Property values in Blaine County are leveling off after four years of sharp declines, according to new data from the Blaine County Assessor’s Office.
Estimated values for 2013 will be almost equal to the county’s assessed values in 2004, before the spike in prices during the housing bubble, and some areas are seeing increases.
Total taxable values in Blaine County for 2013 will decrease 1.8 percent, based on data from the 2012 calendar year, the latest period for which the county can make assessments. Values dropped from $8.24 billion in 2012 to $8.1 billion this year, a nearly 35 percent drop from the property value peak of $12.4 billion in 2008.
The County Commission will finalize the assessments during the next two weeks.
County Assessor Valdi Pace said changes in property values vary widely across the county.
Most South Valley values, including those in Bellevue, Hailey and Carey, are down between 6 and 20 percent. However, a few areas saw increases. Commercial land in Hailey is up 30 percent and values in the original Hailey town site increased by 10 percent.
“Some people are not happy that their values go up, because they will be paying more taxes,” Pace said. “Others are happy they go up because the market is recovering.”
Land values from the Ketchum city limits south to Greenhorn are up about 10 percent, while prices from East Fork south to the Hailey City limits saw a decrease of 10 to 14 percent.
Sales data in Ketchum and Warms Springs indicate a decrease in value of 3 to 10 percent, while values of residential condominiums in Sun Valley are up 37 percent.
Vacant lots in Woodside subdivision decreased by 10 to 15 percent. West Hailey subdivisions, including China Gardens, went down about 15 percent. These were some of the hardest hit areas of the county during the real estate crash. County assessors called them “foreclosure areas” in 2010 because the vast majority of home sales there were either foreclosures or at foreclosure prices because homeowners were seeking to sell fast.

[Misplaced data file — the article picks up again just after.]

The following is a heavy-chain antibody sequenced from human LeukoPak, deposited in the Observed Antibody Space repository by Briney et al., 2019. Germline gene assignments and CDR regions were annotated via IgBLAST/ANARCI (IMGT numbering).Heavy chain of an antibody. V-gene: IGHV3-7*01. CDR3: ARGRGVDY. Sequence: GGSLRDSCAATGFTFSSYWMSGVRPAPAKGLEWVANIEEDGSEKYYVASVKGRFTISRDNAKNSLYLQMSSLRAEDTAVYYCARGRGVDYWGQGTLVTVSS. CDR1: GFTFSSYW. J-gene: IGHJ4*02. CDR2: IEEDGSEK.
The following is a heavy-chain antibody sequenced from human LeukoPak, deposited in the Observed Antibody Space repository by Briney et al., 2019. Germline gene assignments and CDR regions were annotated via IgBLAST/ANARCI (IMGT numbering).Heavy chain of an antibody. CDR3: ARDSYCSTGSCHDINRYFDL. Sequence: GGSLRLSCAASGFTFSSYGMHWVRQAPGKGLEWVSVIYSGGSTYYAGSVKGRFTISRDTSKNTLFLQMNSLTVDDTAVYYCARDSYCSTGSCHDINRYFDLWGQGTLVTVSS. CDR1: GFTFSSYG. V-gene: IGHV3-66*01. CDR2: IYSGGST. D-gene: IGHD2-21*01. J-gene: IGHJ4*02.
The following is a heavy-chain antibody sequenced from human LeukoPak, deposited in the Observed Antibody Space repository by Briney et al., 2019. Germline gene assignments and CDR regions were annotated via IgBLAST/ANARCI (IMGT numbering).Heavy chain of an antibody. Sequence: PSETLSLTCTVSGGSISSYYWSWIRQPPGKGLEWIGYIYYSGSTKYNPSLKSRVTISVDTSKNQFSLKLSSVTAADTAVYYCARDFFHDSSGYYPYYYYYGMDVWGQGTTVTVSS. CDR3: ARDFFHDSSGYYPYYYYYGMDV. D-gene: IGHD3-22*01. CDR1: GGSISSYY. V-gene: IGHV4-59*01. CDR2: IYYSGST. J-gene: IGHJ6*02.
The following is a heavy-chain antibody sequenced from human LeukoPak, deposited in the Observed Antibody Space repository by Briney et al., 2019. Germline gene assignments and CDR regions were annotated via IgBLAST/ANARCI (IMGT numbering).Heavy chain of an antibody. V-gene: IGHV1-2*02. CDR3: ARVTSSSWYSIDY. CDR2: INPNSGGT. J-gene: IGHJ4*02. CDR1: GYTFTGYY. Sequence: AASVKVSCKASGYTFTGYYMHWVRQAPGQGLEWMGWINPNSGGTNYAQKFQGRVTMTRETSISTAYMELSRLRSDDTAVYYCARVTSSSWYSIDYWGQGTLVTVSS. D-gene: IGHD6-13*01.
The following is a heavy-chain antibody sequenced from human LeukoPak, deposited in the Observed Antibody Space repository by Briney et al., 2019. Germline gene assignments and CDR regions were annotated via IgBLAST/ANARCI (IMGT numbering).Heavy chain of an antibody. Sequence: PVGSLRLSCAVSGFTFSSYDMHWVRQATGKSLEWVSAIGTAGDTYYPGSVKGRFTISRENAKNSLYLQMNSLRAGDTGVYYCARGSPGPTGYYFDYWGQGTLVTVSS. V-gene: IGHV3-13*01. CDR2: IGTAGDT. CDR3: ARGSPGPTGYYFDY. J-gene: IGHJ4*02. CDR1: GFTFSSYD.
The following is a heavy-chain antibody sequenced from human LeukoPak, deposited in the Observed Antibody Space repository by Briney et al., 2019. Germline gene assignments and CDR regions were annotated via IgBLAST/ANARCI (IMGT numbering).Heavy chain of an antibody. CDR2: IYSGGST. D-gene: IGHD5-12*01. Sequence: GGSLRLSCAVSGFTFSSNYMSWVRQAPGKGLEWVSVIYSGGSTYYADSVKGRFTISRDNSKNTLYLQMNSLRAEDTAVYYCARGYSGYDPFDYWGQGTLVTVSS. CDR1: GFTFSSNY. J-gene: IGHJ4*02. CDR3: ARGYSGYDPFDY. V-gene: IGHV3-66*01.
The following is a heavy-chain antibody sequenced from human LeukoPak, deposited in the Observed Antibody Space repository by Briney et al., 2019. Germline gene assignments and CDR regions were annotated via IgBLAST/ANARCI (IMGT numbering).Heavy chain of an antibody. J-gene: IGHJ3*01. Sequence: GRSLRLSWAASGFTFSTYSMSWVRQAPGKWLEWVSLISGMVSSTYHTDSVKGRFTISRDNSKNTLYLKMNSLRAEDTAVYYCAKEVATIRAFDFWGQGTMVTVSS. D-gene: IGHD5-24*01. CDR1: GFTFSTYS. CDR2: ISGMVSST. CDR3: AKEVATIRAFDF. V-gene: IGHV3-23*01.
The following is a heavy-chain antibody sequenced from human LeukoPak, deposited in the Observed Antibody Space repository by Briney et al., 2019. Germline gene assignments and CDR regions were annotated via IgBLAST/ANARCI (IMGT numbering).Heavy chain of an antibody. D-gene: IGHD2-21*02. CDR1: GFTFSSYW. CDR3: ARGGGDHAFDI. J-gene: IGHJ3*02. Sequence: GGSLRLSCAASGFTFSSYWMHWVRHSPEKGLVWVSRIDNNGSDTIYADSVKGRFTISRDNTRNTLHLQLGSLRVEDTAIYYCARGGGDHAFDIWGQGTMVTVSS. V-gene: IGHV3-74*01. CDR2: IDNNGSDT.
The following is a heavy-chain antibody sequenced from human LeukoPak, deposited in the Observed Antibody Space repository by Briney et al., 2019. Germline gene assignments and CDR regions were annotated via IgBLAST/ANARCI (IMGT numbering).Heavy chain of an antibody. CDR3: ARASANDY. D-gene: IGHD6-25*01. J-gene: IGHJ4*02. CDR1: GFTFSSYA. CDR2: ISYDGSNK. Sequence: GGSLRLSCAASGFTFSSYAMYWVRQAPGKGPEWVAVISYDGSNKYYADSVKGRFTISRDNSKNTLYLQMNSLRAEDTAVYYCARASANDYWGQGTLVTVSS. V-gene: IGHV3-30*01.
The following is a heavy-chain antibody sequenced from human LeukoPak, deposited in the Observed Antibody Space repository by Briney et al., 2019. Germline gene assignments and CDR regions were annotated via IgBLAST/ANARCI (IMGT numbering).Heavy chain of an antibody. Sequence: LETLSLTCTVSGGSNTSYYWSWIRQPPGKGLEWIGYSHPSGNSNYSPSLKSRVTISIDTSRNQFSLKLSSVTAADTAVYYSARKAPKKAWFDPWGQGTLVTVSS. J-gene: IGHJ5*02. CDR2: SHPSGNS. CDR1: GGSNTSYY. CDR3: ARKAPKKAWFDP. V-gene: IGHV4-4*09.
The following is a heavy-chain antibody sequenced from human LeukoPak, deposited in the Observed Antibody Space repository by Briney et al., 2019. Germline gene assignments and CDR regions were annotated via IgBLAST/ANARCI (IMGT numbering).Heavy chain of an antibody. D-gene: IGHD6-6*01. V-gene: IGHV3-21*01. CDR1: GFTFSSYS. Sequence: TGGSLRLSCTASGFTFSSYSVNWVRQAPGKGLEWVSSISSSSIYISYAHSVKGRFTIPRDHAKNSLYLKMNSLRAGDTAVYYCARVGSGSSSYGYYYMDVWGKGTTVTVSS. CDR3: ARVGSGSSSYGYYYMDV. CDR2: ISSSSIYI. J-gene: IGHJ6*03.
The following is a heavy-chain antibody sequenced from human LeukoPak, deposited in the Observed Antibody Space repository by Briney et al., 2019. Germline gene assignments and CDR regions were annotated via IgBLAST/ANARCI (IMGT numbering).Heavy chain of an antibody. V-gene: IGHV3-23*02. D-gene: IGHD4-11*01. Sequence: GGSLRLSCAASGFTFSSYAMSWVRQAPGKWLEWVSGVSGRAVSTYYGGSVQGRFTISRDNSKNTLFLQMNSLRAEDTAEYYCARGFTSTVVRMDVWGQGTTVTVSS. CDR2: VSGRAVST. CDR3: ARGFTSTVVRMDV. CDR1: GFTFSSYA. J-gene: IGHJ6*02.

“There are hardly any foreclosures compared to two years ago,” Pace said. “We don’t have a foreclosure market this year. They are no longer dictating values.”
Pace said the assessments are based on data gathered from 430 real estate sales in 2012.
“We are required by law to base assessments on market values,” she said.
Two-thirds of the sales figures were supplied by the Sun Valley Board of Realtors, following an agreement the board made with the county in 2008. Details from that list of sales data are confidential, Pace said.
Pace said the county also sends requests for sales data to all new homebuyers. About one-third of the sales data used in assessments comes voluntarily from those buyers.
Pace said the homeowner’s exemption will drop from $83,974 in 2012 to $81,000 this year, meaning those with an exemption will pay slightly higher taxes.
Property owners have until the end of the workday of June 24 to appeal their county assessments. Assessments are rarely overturned on appeal.